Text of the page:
We went down, so we wrote a better pure python memcache client

Memcache is great. Here at Mixpanel, we use it in a lot of places, mostly to cache MySQL queries but also for other data stores. We also use kestrel, a queue server that speaks the memcache protocol.

Because we use eventlet, we need a pure python memcache client so that eventlet can patch the socket operations to be non-blocking. The de-facto standard for this is python-memcached, which we used until recently.

In which things fail

When customers send data to our /track API endpoint, it hits a load balancer which forwards it to an API server. The API server sticks the data on a queue and we process it “later” (usually in a couple of milliseconds). Our kestrel queues implement the same interface as memcached, so we simply .set() to enqueue and .get() to dequeue.

On April 16, 2012, our /track API endpoint went down. Part of the reason is that one of our kestrel servers went down, but that shouldn’t have been a problem – that’s why we have redundancy and failover. Unfortunately, failover only works when failure is detected. This is where we had problems.

It turns out that socket operations that fail in python-memcached don’t return an error or raise any exceptions. Calling .get() on a dead server returns None on failure, the same thing that is returned when there’s no value. As such, our API servers weren’t able to recover by marking the kestrel server as down and kept trying to enqueue events to it.

With python-memcached, it’s difficult to control how long the client should wait before timing out. When our API servers tried to .set() onto the down queue, it would take around 30 seconds before failing. By then, the load balancers had already given up and our poor API server would be marked down through no fault of its own.

These two issues combined caused us to lose most of the data sent during the 85 minutes it took to fix things. Data loss is a worst-case scenario for us, so we took this incident very seriously.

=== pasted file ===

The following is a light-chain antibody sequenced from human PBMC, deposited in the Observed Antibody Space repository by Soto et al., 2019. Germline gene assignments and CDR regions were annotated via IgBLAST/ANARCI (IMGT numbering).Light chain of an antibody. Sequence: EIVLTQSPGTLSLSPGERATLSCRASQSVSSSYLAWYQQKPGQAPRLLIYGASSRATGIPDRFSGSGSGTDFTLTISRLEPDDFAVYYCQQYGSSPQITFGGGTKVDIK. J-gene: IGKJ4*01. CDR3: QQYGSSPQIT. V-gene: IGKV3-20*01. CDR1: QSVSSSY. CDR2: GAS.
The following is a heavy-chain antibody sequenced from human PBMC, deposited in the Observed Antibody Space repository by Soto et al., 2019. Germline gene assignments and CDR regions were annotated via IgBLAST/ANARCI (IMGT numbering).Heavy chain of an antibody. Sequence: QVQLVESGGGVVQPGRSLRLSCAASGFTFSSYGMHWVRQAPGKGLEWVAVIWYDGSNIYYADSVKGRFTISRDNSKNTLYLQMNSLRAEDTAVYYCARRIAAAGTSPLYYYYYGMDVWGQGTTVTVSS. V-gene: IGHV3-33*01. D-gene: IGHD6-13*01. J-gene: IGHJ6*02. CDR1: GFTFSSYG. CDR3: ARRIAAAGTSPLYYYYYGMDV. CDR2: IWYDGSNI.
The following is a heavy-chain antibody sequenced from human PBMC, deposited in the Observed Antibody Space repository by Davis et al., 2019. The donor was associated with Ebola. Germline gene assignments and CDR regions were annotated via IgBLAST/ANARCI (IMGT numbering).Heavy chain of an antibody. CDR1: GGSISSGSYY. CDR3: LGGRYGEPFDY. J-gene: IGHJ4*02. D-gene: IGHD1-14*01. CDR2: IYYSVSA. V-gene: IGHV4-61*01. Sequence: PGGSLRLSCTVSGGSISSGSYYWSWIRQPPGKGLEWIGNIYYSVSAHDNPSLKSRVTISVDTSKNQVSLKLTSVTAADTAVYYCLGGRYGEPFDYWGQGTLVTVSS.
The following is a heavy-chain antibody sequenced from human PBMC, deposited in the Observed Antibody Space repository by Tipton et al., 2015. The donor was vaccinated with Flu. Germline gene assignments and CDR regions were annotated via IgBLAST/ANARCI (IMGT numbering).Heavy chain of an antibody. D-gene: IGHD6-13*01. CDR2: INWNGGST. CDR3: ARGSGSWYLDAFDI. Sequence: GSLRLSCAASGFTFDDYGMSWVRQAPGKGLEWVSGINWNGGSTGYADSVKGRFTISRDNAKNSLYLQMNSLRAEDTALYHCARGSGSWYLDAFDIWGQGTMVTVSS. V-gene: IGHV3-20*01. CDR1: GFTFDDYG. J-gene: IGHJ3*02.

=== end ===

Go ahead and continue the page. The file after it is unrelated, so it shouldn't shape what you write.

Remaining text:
If you’re like us and memcache is a critical part of your infrastructure, you need to know when your servers are down – your client needs to throw an exception on failure. But even if you’re just using memcached for caching, it’s important that you have control over your timeouts – you don’t want your caches to become a performance bottleneck when things go south.

Enter memcache_client

So, we set out to write a memcache client that suited our particular needs. We gave each instance of the client a configurable connect_timeout and timeout. It’s not quite a drop-in replacement; most of our code didn’t have to be updated at all, but there were some changes that needed to be made.

The main differences are:

  • Our client only supports the set, get, delete, and stats commands.
    We don’t support incr, decr, append, prepend, replace, or cas.
  • We only connect to a single memcached.
    We don’t support autosharding over slabs.
  • TCP sockets only.
    No support for UDP or UNIX sockets.
  • Bytestring keys and values only.
    No pickling, casting to str, or auto-encoding of unicode.
  • And, of course, timeouts.
    Timeouts get raised on get’s and set’s, so you’ll need to catch those if you want the old behavior.

An interlude about types

You may be wondering why we got rid of the automatic pickling of keys and values. Our library doesn’t support some operations like incr and we also dropped support for sharding, but that was because we didn’t need them. Enforcing a “bytestrings in, bytestrings out” rule, however, was a conscious decision.